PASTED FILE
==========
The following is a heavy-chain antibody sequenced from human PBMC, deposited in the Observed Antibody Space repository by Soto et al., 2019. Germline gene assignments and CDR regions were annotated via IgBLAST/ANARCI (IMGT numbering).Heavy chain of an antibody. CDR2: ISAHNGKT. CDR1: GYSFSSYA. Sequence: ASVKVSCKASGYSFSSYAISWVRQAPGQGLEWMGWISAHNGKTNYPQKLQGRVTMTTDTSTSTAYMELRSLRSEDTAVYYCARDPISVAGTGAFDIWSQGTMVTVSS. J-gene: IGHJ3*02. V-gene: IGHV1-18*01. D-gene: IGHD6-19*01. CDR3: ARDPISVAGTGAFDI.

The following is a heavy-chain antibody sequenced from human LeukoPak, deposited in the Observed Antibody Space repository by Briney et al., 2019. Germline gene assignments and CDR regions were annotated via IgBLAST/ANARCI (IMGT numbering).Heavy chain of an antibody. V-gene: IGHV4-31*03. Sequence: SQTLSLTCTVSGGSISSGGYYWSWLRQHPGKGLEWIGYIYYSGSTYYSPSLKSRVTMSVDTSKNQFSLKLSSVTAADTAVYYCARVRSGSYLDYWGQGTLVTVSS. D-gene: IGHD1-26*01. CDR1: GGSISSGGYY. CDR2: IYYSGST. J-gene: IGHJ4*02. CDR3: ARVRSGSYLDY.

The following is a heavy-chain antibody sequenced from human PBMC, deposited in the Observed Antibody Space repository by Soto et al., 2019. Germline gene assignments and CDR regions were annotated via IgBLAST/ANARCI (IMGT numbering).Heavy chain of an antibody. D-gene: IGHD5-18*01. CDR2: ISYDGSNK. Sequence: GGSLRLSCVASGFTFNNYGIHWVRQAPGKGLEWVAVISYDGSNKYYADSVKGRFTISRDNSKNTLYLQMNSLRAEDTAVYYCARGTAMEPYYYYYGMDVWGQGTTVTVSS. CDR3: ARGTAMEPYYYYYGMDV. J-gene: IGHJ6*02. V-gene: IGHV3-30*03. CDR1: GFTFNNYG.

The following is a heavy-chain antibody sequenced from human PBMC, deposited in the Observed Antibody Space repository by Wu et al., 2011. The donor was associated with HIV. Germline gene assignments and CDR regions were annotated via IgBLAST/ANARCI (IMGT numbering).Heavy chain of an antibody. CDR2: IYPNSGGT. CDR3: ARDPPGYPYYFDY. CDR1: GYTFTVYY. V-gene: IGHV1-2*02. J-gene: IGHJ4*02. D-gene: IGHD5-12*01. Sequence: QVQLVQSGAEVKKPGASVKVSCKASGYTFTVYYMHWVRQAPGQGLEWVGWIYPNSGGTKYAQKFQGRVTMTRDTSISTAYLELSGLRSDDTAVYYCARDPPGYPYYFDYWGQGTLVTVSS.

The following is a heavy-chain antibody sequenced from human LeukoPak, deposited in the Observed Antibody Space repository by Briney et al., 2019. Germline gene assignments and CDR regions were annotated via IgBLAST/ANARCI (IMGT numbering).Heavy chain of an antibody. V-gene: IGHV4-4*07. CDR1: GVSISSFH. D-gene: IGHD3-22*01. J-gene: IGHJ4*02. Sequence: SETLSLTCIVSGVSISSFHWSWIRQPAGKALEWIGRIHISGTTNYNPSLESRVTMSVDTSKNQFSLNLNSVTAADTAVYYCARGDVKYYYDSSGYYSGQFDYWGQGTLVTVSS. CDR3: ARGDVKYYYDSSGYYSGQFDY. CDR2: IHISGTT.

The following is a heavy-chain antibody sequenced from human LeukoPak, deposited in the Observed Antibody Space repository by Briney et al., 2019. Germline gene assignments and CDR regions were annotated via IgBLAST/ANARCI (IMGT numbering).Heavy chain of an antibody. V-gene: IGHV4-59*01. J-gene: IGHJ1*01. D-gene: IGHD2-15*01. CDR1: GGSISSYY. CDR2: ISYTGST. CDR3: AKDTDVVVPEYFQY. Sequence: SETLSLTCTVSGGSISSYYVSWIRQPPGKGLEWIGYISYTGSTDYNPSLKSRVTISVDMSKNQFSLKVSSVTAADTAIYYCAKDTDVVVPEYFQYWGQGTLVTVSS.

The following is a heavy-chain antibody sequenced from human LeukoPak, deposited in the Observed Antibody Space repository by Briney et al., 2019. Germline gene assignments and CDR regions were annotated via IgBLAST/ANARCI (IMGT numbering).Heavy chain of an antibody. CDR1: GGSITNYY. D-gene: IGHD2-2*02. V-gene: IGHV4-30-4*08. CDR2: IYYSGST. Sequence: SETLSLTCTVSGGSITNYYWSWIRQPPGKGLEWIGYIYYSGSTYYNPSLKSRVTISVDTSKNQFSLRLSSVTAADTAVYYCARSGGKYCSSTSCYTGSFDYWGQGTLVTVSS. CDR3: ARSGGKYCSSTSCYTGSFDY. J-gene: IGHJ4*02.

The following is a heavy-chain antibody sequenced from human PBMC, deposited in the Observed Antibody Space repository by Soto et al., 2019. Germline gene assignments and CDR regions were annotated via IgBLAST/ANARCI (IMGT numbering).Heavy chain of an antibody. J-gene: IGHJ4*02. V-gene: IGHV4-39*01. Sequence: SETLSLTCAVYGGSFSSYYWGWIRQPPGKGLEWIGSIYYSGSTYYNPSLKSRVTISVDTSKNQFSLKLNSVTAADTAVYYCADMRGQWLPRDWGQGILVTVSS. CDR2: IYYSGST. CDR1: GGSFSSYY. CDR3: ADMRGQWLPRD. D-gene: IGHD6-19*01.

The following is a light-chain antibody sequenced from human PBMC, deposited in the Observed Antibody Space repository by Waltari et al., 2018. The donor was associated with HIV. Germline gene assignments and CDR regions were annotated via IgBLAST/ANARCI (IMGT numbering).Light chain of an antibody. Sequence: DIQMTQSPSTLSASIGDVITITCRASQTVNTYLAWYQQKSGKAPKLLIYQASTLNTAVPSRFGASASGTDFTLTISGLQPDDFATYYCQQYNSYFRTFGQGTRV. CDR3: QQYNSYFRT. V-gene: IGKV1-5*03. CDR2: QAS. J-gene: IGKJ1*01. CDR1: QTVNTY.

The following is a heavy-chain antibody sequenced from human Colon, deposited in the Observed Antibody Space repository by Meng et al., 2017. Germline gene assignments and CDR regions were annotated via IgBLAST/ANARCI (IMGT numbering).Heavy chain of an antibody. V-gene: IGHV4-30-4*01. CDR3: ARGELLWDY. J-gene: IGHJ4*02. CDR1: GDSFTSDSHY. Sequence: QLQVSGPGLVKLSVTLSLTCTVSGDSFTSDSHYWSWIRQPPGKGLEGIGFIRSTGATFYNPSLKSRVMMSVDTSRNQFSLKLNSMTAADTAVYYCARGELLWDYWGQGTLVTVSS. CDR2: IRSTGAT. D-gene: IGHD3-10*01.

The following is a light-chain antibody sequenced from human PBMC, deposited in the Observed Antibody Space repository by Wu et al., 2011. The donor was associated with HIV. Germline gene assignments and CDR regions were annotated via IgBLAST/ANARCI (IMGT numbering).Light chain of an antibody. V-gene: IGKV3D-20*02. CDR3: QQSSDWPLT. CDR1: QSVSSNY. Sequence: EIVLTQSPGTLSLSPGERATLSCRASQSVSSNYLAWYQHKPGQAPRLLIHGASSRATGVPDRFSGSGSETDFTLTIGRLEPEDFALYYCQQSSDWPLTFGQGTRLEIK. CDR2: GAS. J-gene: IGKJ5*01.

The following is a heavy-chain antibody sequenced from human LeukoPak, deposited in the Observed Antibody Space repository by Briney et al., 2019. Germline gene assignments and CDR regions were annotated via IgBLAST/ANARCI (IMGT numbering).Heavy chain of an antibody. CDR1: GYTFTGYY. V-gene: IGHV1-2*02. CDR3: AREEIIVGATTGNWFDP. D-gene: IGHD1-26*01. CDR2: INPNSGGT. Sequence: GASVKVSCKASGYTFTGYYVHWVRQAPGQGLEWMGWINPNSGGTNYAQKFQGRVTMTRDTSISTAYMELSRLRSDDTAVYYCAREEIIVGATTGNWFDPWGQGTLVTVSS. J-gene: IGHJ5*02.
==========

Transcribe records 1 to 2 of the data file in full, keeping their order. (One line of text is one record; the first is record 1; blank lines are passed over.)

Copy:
The following is a heavy-chain antibody sequenced from human PBMC, deposited in the Observed Antibody Space repository by Soto et al., 2019. Germline gene assignments and CDR regions were annotated via IgBLAST/ANARCI (IMGT numbering).Heavy chain of an antibody. CDR2: ISAHNGKT. CDR1: GYSFSSYA. Sequence: ASVKVSCKASGYSFSSYAISWVRQAPGQGLEWMGWISAHNGKTNYPQKLQGRVTMTTDTSTSTAYMELRSLRSEDTAVYYCARDPISVAGTGAFDIWSQGTMVTVSS. J-gene: IGHJ3*02. V-gene: IGHV1-18*01. D-gene: IGHD6-19*01. CDR3: ARDPISVAGTGAFDI.

The following is a heavy-chain antibody sequenced from human LeukoPak, deposited in the Observed Antibody Space repository by Briney et al., 2019. Germline gene assignments and CDR regions were annotated via IgBLAST/ANARCI (IMGT numbering).Heavy chain of an antibody. V-gene: IGHV4-31*03. Sequence: SQTLSLTCTVSGGSISSGGYYWSWLRQHPGKGLEWIGYIYYSGSTYYSPSLKSRVTMSVDTSKNQFSLKLSSVTAADTAVYYCARVRSGSYLDYWGQGTLVTVSS. D-gene: IGHD1-26*01. CDR1: GGSISSGGYY. CDR2: IYYSGST. J-gene: IGHJ4*02. CDR3: ARVRSGSYLDY.